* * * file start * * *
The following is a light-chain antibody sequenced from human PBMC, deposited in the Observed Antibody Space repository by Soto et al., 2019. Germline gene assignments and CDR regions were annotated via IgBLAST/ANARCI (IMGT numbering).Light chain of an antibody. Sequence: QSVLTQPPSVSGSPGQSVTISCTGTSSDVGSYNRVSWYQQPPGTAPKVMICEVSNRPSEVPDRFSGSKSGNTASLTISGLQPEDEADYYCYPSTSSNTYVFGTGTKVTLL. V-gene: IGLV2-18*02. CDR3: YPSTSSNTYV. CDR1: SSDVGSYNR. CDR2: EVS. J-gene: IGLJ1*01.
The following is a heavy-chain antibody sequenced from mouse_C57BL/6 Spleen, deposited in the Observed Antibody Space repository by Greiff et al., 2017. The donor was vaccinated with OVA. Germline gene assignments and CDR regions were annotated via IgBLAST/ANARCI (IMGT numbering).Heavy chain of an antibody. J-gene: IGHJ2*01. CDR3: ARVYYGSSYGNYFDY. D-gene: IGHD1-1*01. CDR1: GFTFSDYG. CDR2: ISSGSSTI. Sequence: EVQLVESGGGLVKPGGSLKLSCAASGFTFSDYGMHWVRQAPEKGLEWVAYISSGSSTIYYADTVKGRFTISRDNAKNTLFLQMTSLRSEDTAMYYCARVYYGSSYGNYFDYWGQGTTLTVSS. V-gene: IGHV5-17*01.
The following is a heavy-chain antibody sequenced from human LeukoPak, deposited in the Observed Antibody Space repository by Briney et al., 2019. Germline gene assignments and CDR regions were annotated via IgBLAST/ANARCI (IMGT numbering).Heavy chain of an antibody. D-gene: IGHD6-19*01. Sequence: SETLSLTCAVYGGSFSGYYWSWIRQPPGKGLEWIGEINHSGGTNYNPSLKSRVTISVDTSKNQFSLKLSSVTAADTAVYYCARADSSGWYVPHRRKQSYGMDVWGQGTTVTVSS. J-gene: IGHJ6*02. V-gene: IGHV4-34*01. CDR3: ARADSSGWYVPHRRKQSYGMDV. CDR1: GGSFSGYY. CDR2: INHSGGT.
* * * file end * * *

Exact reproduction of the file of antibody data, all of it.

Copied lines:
The following is a light-chain antibody sequenced from human PBMC, deposited in the Observed Antibody Space repository by Soto et al., 2019. Germline gene assignments and CDR regions were annotated via IgBLAST/ANARCI (IMGT numbering).Light chain of an antibody. Sequence: QSVLTQPPSVSGSPGQSVTISCTGTSSDVGSYNRVSWYQQPPGTAPKVMICEVSNRPSEVPDRFSGSKSGNTASLTISGLQPEDEADYYCYPSTSSNTYVFGTGTKVTLL. V-gene: IGLV2-18*02. CDR3: YPSTSSNTYV. CDR1: SSDVGSYNR. CDR2: EVS. J-gene: IGLJ1*01.
The following is a heavy-chain antibody sequenced from mouse_C57BL/6 Spleen, deposited in the Observed Antibody Space repository by Greiff et al., 2017. The donor was vaccinated with OVA. Germline gene assignments and CDR regions were annotated via IgBLAST/ANARCI (IMGT numbering).Heavy chain of an antibody. J-gene: IGHJ2*01. CDR3: ARVYYGSSYGNYFDY. D-gene: IGHD1-1*01. CDR1: GFTFSDYG. CDR2: ISSGSSTI. Sequence: EVQLVESGGGLVKPGGSLKLSCAASGFTFSDYGMHWVRQAPEKGLEWVAYISSGSSTIYYADTVKGRFTISRDNAKNTLFLQMTSLRSEDTAMYYCARVYYGSSYGNYFDYWGQGTTLTVSS. V-gene: IGHV5-17*01.
The following is a heavy-chain antibody sequenced from human LeukoPak, deposited in the Observed Antibody Space repository by Briney et al., 2019. Germline gene assignments and CDR regions were annotated via IgBLAST/ANARCI (IMGT numbering).Heavy chain of an antibody. D-gene: IGHD6-19*01. Sequence: SETLSLTCAVYGGSFSGYYWSWIRQPPGKGLEWIGEINHSGGTNYNPSLKSRVTISVDTSKNQFSLKLSSVTAADTAVYYCARADSSGWYVPHRRKQSYGMDVWGQGTTVTVSS. J-gene: IGHJ6*02. V-gene: IGHV4-34*01. CDR3: ARADSSGWYVPHRRKQSYGMDV. CDR1: GGSFSGYY. CDR2: INHSGGT.